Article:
Cisco acquisition could put Ottawa company in play


Aiming to expand its mobile Internet offerings, Cisco Systems will acquire Starent Networks for US$2.9 billion, the companies announced Tuesday.
It’s a move that one Canadian financial analyst says may start a fight for Ottawa’s Bridgewater Systems. Starent and Bridgewater are big customers of Verizon Communications in the U.S., National Bank Financial (NBF) analyst Kris Thompson wrote in a research note Tuesday morning. In addition, the two companies are technology partners.

“We’d expect Cisco to take a hard look at Bridgewater to help cement its position at Verizon with the Starent acquisition. In addition, he wrote, Nokia Siemens Networks “should be taking offensive steps to acquire Bridgewater or it could fall into the hands of a competitor.”

Bridgewater, whose chairman is entrepreneur Terry Matthews, makes subscriber management software that lets mobile service providers personalize and and deliver e-commerce, video, and social networking to customers.

Starent, based in Tewksbury, Mass., makes IP-based infrastructure technology designed to help carriers scale up their mobile networks. Starent’s technology is used in CDMA2000, UMTS/HSPA and WiMax networks.
The deal calls for Cisco to pay $35 per share in cash for each share of Starent. The acquisition, subject to regulatory review, has been approved by the boards of directors of both companies and is expected to close during the first half of 2010.

In his report, Thompson wrote that until today NBF thought that Starent and Juniper Networks were going after a Bridgewater competitor, privately-held Camiant Inc. of Marlborough, Mass.

Verizon Wireless is doing some testing with Camiant for the carrier’s LTE network. Juniper is a Bridgewater competitor for subscriber management solutions, Thompson wrote, while Starent is a Bridgewater partner. Until this morning National Bank Financial thought that Nokia Siemens Networks was the most likely candidate to acquire Bridgewater in its efforts to land Verizon Wireless LTE business.

Thompson wrote that NBF believes Cisco was trying to win the Verizon account but was unsuccessful. Assuming Cisco gets Starent, NBF thinks it should be looking at Bridgewater next to shore up the Verizon business.

Verizon and AT&T are moving to adopt LTE for their 4G wireless technology. Verizon hopes to start LTE trials before the end of the year and begin commercial deployments towards the end of 2010, while AT&T plans commercial LTE deployment in 2011.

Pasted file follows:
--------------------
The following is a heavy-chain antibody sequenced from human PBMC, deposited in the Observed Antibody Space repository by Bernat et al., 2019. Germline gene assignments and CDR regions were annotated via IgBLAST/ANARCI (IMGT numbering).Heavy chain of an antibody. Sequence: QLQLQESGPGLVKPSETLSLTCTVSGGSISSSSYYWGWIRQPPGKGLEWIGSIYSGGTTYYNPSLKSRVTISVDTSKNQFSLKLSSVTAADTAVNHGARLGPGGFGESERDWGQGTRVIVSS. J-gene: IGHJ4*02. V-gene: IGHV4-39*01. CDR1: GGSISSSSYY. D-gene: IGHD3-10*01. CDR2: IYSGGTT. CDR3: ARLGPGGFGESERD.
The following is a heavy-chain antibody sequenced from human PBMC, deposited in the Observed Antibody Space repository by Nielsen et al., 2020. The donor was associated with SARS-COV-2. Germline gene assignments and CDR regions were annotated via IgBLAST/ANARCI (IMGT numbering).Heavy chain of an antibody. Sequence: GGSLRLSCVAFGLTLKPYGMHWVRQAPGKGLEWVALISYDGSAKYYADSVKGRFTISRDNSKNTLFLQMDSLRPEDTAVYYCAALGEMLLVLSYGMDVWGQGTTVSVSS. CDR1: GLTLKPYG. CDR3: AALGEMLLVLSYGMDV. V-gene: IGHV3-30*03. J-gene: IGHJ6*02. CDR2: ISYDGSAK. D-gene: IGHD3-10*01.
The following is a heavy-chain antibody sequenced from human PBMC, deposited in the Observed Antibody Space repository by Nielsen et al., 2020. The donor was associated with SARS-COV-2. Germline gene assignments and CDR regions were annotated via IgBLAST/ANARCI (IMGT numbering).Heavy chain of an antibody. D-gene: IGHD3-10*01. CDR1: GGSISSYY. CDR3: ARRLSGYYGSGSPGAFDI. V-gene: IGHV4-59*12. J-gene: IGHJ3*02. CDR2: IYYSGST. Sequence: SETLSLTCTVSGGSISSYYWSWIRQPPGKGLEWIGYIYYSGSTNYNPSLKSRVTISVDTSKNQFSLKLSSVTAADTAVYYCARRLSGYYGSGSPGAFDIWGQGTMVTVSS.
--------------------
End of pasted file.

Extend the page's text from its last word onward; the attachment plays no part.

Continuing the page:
While having a foot in the door with WiMAX, a competing 4G wireless technology, Cisco has been making overtures to address the LTE market.

“LTE is definitely the 4G technology of choice,” says Laurence Swasey, senior analyst at wireless market research firm Visant Strategies. “The most advanced wireless network are LTE. This [acquisition of Starent] is a great move by Cisco because not many people have deployed mobile WiMAX, it hasn’t gotten the play. It’s a good move to make sure they don’t miss the LTE ride.”
Cisco claims that its maneuvers are “access agnostic” rather than a hedge on an earlier bet on WiMAX that may not pay off expected dividends. That may be where Starent fits in – its products have been deployed by over 100 mobile operators in 45 countries.
In any event, Cisco says the Internet is at “an inflection point” as IP-enabled smartphones and other connected mobile devices gain rapid acceptance. According to Cisco’s own research, global mobile data traffic is expected to more than double every year through 2013.
Under terms of the agreement, Cisco will pay $35 per share in cash in exchange for each share of Starent Networks and assume outstanding equity awards for an aggregate purchase price of approximately US$2.9 billion. The acquisition has been approved by the boards of directors of both companies.
The acquisition is expected to close during the first half of calendar year 2010; however, the close date is subject to customary closing conditions and regulatory reviews.
Prior to the close, Cisco and Starent will continue to operate as separate companies. Upon completion of the transaction, Starent will become the new Mobile Internet Technology Group led by Starent President and CEO Ashraf Dahod. He will report to Pankaj Patel, senior vice-president and general manager of Cisco’s Service Provider business.
Starent was founded in 2000 and completed its initial public offering in 2007. The company has approximately 1,000 employees worldwide. For the year ended Dec. 31, 2008, Starent Networks reported revenue of US$254.1 million, up 74 per cent from the prior year.

With files from Howard Solomon, Network World Canada  and Jim Duffy, Network World U.S.